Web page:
By Ken Schultz
Editors note: This is a re-publication of a blog post originally published on ESPNOutdoors.com in April 2005.
The November 2004 issue of Bassmaster magazine reported that angler Bill Alexander won second place in last summer's BASS tournament on the Hudson River. The article mentioned that Alexander was applying a "finesse approach" for the river's finicky bass.
It noted that Alexander sprayed his plastic worms with – pay attention, now – "garlic-flavored Pam Cooking Spray."
My first reaction was that this was ingenious.
So I went to my local supermarket, where a 5-ounce can of Original PAM was
By Ken Schultz
Much has been made about the fact that the newest Supreme Court justice, Neil Gorsuch, is an avid angler. Likewise, the Fonz, actor Henry Winkler, has been profiled for his angling enthusiasm, most recently on the CBS Sunday Morning show in January. Both Gorsuch and Winkler are trout and fly fishing devotees, and pretty serious about the sport.
I thought about those two personalities when
By Ken Schultz
Recently a friend asked me if the U.S. had a national fish, like we have a national symbol in the bald eagle. We don't. And probably shouldn't, in my opinion.
In 2015, Rep. Tom MacArthur, then a freshman Congressman from New Jersey, introduced the Striped Bass American Heritage Act, which proposed to make the striped bass our country's national fish. It didn't gain any traction.
If you'd like to read more about the life and behavior of the striper, you can find it at this link: http://fishing.about.com/…/fl/Species-Profile-Striped-Bass.…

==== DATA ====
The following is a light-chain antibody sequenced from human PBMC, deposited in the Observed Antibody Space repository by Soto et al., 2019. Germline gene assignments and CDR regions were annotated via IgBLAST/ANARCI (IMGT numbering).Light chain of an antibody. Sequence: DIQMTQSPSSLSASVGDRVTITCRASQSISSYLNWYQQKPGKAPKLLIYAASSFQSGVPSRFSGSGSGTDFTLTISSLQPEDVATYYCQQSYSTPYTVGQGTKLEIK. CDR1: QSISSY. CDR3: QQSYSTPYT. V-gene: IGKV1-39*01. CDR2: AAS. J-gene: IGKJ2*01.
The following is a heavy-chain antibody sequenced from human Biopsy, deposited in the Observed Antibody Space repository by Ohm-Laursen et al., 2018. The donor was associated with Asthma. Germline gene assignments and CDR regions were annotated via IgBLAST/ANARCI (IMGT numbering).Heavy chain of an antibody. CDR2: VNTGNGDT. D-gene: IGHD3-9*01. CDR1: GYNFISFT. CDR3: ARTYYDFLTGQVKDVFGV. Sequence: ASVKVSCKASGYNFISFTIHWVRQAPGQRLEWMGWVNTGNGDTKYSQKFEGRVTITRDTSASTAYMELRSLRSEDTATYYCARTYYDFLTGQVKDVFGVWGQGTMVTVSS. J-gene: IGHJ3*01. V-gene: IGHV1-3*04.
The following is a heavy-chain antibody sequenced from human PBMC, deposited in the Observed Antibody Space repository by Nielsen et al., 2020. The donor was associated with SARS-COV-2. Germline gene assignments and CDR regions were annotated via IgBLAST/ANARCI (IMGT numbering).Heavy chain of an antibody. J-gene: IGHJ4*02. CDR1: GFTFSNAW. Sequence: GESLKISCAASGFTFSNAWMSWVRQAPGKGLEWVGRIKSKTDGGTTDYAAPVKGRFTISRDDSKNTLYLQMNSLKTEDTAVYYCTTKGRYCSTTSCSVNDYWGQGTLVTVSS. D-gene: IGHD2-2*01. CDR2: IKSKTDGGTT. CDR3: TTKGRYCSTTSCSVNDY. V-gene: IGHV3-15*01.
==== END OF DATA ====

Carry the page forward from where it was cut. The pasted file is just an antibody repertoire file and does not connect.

I love the striper, but I'm not sure that this or any other species warrants such designation. What, exactly, are the benefits? Will it change anything with respect to management or commercial fishing activities? How would the striper as a national fish have related to the people in Minnesota or Ohio, or other places with no native striped bass population?
What about the cod, which, as Mark Kurlansky noted in his book of the same name, was responsible for explorers discovering North America? What about the salmon species of the Northwest, which were of equal importance to natives and settlers of that region as the striper was to the Northeast? What about the largemouth bass, which the U.S. Fish and Wildlife Service has noted in its regular surveys of sportfishing, is the most popular sportfish in America?
Maybe it is best left to each state to determine its own "state" fish. Many of them do. Btw, the state saltwater fish of Congressman MacArthur's New Jersey is the striped bass.
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